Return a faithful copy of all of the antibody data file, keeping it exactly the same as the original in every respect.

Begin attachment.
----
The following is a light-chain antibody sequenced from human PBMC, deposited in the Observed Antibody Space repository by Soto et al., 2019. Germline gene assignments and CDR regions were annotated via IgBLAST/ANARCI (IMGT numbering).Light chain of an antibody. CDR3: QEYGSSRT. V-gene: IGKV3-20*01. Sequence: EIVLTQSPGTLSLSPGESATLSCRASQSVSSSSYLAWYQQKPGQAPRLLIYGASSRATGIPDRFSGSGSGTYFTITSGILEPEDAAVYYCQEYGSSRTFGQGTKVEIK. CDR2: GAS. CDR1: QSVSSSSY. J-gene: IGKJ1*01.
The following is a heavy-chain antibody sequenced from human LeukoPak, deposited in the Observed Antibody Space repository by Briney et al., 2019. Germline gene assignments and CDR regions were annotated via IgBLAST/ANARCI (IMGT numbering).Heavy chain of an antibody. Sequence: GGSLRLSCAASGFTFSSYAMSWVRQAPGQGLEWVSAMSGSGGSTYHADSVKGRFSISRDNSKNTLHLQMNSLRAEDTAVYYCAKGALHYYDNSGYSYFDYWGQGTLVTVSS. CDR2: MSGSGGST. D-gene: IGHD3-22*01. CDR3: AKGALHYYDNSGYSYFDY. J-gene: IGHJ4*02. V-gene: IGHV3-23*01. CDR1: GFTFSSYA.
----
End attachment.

The following is a light-chain antibody sequenced from human PBMC, deposited in the Observed Antibody Space repository by Soto et al., 2019. Germline gene assignments and CDR regions were annotated via IgBLAST/ANARCI (IMGT numbering).Light chain of an antibody. CDR3: QEYGSSRT. V-gene: IGKV3-20*01. Sequence: EIVLTQSPGTLSLSPGESATLSCRASQSVSSSSYLAWYQQKPGQAPRLLIYGASSRATGIPDRFSGSGSGTYFTITSGILEPEDAAVYYCQEYGSSRTFGQGTKVEIK. CDR2: GAS. CDR1: QSVSSSSY. J-gene: IGKJ1*01.
The following is a heavy-chain antibody sequenced from human LeukoPak, deposited in the Observed Antibody Space repository by Briney et al., 2019. Germline gene assignments and CDR regions were annotated via IgBLAST/ANARCI (IMGT numbering).Heavy chain of an antibody. Sequence: GGSLRLSCAASGFTFSSYAMSWVRQAPGQGLEWVSAMSGSGGSTYHADSVKGRFSISRDNSKNTLHLQMNSLRAEDTAVYYCAKGALHYYDNSGYSYFDYWGQGTLVTVSS. CDR2: MSGSGGST. D-gene: IGHD3-22*01. CDR3: AKGALHYYDNSGYSYFDY. J-gene: IGHJ4*02. V-gene: IGHV3-23*01. CDR1: GFTFSSYA.